She remained in Los Angeles – and I went to a new job in Denver. Two years later, she killed herself. And it took me twenty years to get over her death!

I thought perhaps this was proof that I loved her – but like many marriages, this was not the case. There was some love, but not very much. We had too many problems.

Why did her death have such an impact on me? I have to say, I don’t really know! But it did have an impact, and it took the services of an organization in San Jose, California – who concentrated on Living with Dying, for me to recover.

Mothers in Prison

NY Times

So if we want to reduce female incarceration, we have a solution here in Tulsa that will also reduce crime and pay for itself.

I know some of you are glaring at this article and thinking: It’s their own fault. If they don’t want to go to prison, they shouldn’t commit crimes!

That scorn derives partly from a misunderstanding of drug abuse, which is a central reason for mass female incarceration in America (and a major reason for mass incarceration of men as well, although to a lesser degree). As Dr. Vivek H. Murthy, the surgeon general, noted in releasing a major report this month: “It’s time to change how we view addiction. Not as a moral failing but as a chronic illness.” In short, we should think of drugs not primarily through the criminal justice lens but as a public health crisis.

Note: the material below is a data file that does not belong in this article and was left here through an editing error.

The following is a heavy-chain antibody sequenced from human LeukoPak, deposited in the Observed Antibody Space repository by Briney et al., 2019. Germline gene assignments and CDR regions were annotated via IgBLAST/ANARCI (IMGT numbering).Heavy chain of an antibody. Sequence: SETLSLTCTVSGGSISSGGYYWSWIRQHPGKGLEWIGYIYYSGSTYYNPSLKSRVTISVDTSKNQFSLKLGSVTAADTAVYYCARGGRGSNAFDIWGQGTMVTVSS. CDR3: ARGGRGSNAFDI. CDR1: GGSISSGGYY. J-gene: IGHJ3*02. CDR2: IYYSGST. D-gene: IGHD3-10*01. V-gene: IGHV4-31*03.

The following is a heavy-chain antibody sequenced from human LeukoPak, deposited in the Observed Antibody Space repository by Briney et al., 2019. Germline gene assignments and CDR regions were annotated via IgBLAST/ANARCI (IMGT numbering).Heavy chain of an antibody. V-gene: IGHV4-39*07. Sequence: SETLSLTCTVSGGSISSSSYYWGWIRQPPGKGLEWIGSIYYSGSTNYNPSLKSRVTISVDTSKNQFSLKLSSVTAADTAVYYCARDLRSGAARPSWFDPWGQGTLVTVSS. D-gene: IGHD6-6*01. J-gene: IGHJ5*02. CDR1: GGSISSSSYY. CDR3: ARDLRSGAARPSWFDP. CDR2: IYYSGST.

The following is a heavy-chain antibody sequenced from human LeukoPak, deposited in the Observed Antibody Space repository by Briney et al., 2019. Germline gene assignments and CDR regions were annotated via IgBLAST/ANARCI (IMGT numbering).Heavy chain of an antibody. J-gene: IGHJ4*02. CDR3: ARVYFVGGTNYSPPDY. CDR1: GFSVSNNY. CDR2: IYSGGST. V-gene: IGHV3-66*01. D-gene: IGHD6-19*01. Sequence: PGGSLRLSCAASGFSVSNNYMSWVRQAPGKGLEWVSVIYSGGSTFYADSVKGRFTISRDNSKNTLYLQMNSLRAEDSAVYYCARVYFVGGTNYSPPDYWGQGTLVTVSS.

I have a niece (the daughter of my youngest sister) who also has drug problems – and a variety of other problems. She acquired them from her dysfunctional family – her mother’s first son (her uncle) got his 12-year old girlfriend pregnant and dropped out of high school. She stole her Father’s truck, and he turned her in, and the courts forced her to go through a drug rehab program. Which solved that problem – but she has since moved on to many others.